Catholic Charities’ Healthy Aging Conference Print E-mail
Around the Diocese
Thursday, Aug. 18, 2016 -- 12:00 AM

MADISON -- Catholic Charities presents the sixth annual Healthy Aging Conference on Thursday, Oct. 13, at the new All Saints Neighborhood Main Street, 503 Commerce Dr., in Madison.

The daylong conference is devoted to helping seniors, adult children, and professionals who work with older adults become familiar with the scope of alternatives that lead to positive, healthy aging, and introduce them to organizations they can turn to for support.

Keynote presentation

Dr. Shilagh Mirgain, health psychologist at the UW School of Medicine and Public Health, kicks-off the conference with a keynote presentation, “How to Thrive in Changing Times.”

Stress, life’s changes, and challenges can cause one to disconnect from passions and purpose. Drawing from mindfulness and mind-body medicine, one will learn skills and simple practices to cultivate greater well-being and happiness.

Mirgain is a frequent contributor to WMTV-15 News, Wisconsin Public Radio, and was recently featured on the TODAY show presenting skills to cultivate well-being and greater happiness. She is an accomplished researcher and trainer in the field of Mindfulness Meditation.

Morning panel

Healthy Mind All Around — People cope with change in a variety of ways. The impact of change on older individuals — family, friends, health, living situation, retirement — can be a real challenge. Panelists will share their expertise and ideas, and participants may ask questions during an extensive question and answer session.

Panelists include: Dr. Heidi Beckman, health psychologist and specialist at UW Health specializing in managing change, coping with chronic illness, dealing with depression and anxiety in older adults; Cheri Milton, an educator and grief counselor with Agrace HospiceCare; Kimberly Mueller, assistant researcher with the Wisconsin Registry for Alzheimer’s Prevention at the Wisconsin Alzheimer’s Institute reporting the current findings and future directions in Alzheimer’s prevention research.

Afternoon panel

Getting Better with Age — Explore ways to lessen impact that physical changes have on one’s happiness, participation in their community, and social interactions.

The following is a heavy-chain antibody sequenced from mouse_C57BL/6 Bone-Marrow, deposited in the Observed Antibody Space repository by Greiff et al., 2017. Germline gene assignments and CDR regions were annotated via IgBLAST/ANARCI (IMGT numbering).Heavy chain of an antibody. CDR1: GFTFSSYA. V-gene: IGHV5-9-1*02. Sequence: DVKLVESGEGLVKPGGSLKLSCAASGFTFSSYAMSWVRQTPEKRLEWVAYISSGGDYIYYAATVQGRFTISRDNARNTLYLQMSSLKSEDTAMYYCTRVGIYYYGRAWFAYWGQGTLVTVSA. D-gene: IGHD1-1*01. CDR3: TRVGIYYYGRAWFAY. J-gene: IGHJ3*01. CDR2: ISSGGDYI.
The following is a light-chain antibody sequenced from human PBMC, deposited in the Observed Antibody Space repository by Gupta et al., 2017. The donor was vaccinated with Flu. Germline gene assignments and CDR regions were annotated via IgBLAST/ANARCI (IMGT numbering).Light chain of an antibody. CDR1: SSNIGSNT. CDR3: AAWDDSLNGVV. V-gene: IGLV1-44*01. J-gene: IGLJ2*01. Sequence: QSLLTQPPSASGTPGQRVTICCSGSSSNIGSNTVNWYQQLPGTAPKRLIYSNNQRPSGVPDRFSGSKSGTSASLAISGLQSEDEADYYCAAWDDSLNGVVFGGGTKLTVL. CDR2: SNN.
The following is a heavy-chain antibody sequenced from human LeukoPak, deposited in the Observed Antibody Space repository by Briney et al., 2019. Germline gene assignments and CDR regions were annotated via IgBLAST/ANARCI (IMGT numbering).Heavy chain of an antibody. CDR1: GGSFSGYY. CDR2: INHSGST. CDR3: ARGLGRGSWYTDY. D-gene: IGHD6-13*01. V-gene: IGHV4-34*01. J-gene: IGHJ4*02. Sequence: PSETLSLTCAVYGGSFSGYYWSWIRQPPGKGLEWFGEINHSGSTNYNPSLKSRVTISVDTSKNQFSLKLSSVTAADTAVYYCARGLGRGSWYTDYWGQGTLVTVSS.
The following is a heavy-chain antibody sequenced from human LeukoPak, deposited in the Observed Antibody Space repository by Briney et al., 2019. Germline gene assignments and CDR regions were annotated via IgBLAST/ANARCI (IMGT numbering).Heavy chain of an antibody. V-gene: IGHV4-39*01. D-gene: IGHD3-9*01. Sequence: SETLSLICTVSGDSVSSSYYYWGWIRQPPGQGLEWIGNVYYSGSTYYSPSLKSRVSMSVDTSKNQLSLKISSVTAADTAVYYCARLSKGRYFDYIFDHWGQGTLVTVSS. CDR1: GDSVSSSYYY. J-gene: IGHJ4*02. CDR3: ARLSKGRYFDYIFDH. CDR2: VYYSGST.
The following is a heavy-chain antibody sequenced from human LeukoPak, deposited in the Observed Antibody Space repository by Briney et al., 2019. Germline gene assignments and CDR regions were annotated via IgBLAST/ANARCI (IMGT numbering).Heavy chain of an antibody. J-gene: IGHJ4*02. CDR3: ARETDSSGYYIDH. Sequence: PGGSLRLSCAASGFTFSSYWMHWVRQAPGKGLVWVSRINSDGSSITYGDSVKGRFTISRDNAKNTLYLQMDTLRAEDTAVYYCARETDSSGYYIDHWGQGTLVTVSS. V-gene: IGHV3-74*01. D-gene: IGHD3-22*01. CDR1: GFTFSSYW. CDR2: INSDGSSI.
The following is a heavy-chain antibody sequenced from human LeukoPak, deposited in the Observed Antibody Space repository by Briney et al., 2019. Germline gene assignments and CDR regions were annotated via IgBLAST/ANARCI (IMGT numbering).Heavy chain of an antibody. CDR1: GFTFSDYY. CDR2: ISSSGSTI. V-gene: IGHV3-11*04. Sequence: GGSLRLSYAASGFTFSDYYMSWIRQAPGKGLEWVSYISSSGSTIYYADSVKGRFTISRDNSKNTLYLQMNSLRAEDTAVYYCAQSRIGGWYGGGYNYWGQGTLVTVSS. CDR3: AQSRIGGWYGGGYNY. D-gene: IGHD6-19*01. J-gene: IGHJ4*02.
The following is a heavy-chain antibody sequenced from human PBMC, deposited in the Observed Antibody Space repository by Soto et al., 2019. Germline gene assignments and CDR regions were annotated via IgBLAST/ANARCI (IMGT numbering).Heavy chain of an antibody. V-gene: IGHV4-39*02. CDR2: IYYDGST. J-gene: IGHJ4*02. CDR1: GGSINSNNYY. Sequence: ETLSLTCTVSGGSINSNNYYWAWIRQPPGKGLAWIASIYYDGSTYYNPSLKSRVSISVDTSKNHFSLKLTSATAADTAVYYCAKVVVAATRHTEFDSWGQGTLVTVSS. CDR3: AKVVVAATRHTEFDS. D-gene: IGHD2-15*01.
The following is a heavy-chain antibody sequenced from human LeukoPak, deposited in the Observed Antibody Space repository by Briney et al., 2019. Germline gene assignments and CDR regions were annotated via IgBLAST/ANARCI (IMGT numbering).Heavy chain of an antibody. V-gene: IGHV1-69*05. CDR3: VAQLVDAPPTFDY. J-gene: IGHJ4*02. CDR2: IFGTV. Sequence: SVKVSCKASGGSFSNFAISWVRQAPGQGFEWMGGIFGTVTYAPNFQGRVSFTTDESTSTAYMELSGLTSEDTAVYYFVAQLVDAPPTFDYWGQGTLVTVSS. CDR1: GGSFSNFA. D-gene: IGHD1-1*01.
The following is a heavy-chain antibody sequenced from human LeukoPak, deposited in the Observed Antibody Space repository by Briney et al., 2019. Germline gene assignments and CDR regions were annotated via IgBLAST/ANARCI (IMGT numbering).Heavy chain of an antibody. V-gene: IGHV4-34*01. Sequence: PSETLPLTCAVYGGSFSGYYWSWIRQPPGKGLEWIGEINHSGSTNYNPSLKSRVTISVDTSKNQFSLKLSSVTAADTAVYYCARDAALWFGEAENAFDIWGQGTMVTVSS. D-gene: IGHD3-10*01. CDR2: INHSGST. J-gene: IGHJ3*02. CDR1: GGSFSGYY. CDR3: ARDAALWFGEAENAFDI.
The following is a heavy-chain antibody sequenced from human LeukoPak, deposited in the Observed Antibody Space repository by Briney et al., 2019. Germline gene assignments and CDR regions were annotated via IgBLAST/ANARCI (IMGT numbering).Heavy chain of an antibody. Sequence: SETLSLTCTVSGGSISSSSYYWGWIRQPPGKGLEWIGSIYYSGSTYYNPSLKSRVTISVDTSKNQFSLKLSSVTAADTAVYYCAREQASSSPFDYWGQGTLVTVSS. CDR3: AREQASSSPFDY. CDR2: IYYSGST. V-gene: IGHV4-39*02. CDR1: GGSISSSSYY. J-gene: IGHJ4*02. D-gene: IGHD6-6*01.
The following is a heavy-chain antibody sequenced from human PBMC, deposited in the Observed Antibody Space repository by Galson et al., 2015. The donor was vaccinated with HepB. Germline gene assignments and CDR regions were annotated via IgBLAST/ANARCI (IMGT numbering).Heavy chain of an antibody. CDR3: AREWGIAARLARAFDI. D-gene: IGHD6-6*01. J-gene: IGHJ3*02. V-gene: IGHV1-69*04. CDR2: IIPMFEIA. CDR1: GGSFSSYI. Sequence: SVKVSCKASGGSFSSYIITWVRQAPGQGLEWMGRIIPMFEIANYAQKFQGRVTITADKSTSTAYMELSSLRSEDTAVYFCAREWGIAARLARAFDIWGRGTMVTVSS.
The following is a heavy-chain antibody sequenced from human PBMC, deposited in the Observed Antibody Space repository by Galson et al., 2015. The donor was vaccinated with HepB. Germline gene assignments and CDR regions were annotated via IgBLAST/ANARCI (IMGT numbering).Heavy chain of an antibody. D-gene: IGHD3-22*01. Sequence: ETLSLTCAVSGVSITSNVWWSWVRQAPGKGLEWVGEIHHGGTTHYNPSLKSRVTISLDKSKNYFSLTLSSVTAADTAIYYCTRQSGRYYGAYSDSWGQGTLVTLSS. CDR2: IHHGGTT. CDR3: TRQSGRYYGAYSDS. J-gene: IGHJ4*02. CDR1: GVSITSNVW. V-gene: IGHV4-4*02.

Panelists include: Janet Bollig, medical social worker with Home Health United, talking about chronic disease management; Sara Koenig, Elder Nutrition Program manager with the State of Wisconsin Bureau of Aging and Disability Resources addressing the role of nutrition in maintaining a healthy and active lifestyle; and Dr. Janice Singles, health psychologist and practitioner at UW Health Pain Management, presenting ideas on non-medicinal pain management.

Panel facilitator is Carol Koby, host of All About Living and Living Minutes (AM 1550).

Afternoon sessions

Concurrent afternoon sessions (following the afternoon panel) include:

• Elder Law with Brenda Haskins, Haskins Short LLC, who practices in the areas of estate planning, guardianship, Medicaid planning, elder law, and probate.

• Mediterranean Diet with Donna Weihofen, retired clinical nutritionist at UW Hospital and Clinics, whose expertise centers on the role of food and nutrition in the prevention of chronic diseases such as cancer, heart disease, obesity, and age-related eye diseases. Weihofen was a lecturer in the UW School of Nursing, author of The Cancer Survival Cookbook and The Easy-to-Swallow & Easy-to-Chew Cookbook, and is a frequent guest on WISC-TV.

• Information booths from local non-profits and businesses that serve the older community will be available for attendees to visit.

Early bird registration is currently open online at

Registration for adults 65+ or students with ID is $30, and service providers and professionals, $65.

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